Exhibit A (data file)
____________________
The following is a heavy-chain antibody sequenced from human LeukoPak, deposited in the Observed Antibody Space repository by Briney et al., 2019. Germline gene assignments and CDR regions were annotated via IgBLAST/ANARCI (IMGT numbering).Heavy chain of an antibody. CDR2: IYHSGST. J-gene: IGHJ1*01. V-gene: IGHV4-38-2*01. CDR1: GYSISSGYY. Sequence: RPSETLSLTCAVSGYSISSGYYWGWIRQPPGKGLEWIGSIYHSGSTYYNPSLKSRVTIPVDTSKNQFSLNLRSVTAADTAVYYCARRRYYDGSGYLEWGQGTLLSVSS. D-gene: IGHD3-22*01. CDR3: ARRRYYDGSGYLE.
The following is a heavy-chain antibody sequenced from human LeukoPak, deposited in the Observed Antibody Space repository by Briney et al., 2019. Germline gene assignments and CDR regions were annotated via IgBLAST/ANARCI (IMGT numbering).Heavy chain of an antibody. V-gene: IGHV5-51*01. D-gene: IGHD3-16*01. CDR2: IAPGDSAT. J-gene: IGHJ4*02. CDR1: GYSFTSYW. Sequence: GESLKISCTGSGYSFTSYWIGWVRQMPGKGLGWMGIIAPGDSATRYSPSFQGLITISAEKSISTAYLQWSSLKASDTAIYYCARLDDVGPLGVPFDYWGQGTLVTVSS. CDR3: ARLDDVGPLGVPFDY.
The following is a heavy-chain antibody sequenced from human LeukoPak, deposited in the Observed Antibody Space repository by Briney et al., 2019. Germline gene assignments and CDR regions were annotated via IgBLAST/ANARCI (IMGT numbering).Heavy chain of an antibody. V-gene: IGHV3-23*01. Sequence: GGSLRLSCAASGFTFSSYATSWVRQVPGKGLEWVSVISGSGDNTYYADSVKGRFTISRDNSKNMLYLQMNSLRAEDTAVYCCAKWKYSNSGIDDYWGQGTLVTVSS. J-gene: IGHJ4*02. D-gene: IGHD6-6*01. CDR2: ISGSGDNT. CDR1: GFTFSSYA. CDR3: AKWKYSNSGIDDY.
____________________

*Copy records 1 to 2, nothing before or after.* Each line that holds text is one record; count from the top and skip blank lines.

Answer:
The following is a heavy-chain antibody sequenced from human LeukoPak, deposited in the Observed Antibody Space repository by Briney et al., 2019. Germline gene assignments and CDR regions were annotated via IgBLAST/ANARCI (IMGT numbering).Heavy chain of an antibody. CDR2: IYHSGST. J-gene: IGHJ1*01. V-gene: IGHV4-38-2*01. CDR1: GYSISSGYY. Sequence: RPSETLSLTCAVSGYSISSGYYWGWIRQPPGKGLEWIGSIYHSGSTYYNPSLKSRVTIPVDTSKNQFSLNLRSVTAADTAVYYCARRRYYDGSGYLEWGQGTLLSVSS. D-gene: IGHD3-22*01. CDR3: ARRRYYDGSGYLE.
The following is a heavy-chain antibody sequenced from human LeukoPak, deposited in the Observed Antibody Space repository by Briney et al., 2019. Germline gene assignments and CDR regions were annotated via IgBLAST/ANARCI (IMGT numbering).Heavy chain of an antibody. V-gene: IGHV5-51*01. D-gene: IGHD3-16*01. CDR2: IAPGDSAT. J-gene: IGHJ4*02. CDR1: GYSFTSYW. Sequence: GESLKISCTGSGYSFTSYWIGWVRQMPGKGLGWMGIIAPGDSATRYSPSFQGLITISAEKSISTAYLQWSSLKASDTAIYYCARLDDVGPLGVPFDYWGQGTLVTVSS. CDR3: ARLDDVGPLGVPFDY.